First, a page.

The second Rutherford story involved the Chair of Physics at the University of Aberdeen, which had become vacant while James was at the University of Manchester. James had been an applicant, and had been short-listed for the post along with P.M.S.Blackett, who subsequently received the Nobel Prize, and a third applicant. As James told the story, "everybody" expected Blackett to be offered the Chair, but to the great surprise of the British physics community it went to the third candidate. Shortly after the appointment became known, James attended a scientific meeting in London; again my memory suggests a connection with the Royal Society, but I can't be sure. In any event Rutherford, who knew that James had been under consideration for the post, was there again, and before the start of the meeting he came up to James and said, in his booming voice "which could be heard by everyone in the room": "Hullo, James! Extraordinary appointment at Aberdeen, wasn't it? Extraordinary!". More than twenty years later James made no attempt to hide his satisfaction at Rutherford's reaction.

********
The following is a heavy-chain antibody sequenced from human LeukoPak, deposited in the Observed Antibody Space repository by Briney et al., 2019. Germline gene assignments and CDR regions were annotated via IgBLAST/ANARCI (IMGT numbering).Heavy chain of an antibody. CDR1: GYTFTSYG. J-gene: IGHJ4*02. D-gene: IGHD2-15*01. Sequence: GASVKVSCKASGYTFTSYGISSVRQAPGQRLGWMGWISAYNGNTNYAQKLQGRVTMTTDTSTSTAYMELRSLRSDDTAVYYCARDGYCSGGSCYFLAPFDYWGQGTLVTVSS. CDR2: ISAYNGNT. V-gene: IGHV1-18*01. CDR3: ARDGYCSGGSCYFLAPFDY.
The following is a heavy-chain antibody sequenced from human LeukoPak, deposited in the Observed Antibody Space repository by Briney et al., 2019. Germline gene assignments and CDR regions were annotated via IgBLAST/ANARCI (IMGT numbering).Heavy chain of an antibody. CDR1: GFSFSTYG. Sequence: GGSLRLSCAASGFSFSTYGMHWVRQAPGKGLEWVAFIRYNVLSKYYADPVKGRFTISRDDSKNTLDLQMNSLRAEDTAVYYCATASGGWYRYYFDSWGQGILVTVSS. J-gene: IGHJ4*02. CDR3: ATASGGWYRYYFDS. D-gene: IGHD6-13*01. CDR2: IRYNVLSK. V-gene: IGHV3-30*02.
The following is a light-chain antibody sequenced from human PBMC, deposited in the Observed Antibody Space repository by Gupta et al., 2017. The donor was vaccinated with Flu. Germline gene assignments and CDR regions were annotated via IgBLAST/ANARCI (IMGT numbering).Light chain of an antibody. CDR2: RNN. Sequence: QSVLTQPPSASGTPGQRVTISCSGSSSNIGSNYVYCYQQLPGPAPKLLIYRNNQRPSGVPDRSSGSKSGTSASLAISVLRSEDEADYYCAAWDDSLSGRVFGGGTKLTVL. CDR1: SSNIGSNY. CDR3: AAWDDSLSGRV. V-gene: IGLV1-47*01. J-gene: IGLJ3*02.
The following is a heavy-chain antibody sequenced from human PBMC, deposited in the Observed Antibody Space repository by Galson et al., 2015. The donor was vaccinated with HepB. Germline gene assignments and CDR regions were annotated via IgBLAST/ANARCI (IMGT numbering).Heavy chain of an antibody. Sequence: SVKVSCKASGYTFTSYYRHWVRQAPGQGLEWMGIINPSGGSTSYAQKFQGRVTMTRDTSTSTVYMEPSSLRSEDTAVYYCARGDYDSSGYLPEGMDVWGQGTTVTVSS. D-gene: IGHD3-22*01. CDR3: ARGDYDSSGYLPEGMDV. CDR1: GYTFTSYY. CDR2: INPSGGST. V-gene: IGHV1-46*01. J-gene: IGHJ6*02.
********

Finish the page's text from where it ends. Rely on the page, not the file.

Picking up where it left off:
Often, of course, contact with James involved more day-to- day matters than a remembrance of things past. Top-class though he was as a researcher, he took it for granted that teaching was a corner-stone of a university. One couldn't be in the same department as he was for long without hearing his forcefully expressed opinion that "the professor" should as a matter of course teach the first-year class, and his uncomplimentary sideswipes at those of his Senatorial colleagues who avoided this duty. Not, I hasten to add, that he ever gave the impression that such teaching was a drudge: he seemed to revel in teaching at all levels. There were, of course, limits, and I suspect that he may have thought that these were being exceded when he first took up his post at U.C.T. in 1937. He told me that he found, on his arrival, that he was expected to teach TWO full first- year courses, and that his total undergraduate load was fifteen lectures a week. "I had to put a stop to that", he said, and he insisted subsequently that other staff members took over one of the two first-year courses. About fifty years after James' arrival at U.C.T., I was on a selection committee for a professorship in the Science Faculty. One of the leading contenders was interviewed by the committee and was asked if he was serious about the job and if he would accept it if it were to be offered to him. In his reply he was evasive except on one point: he had investigated the teaching load in the department concerned, and he told us firmly that it was far too high, at nearly three lectures per week per staff member, to be acceptable. I thought of James in 1937 with his fifteen lectures a week, and of what he had achieved subsequently. I reminded myself that times had changed, and more-or-less shut up: privately, I made some unflattering comparisons.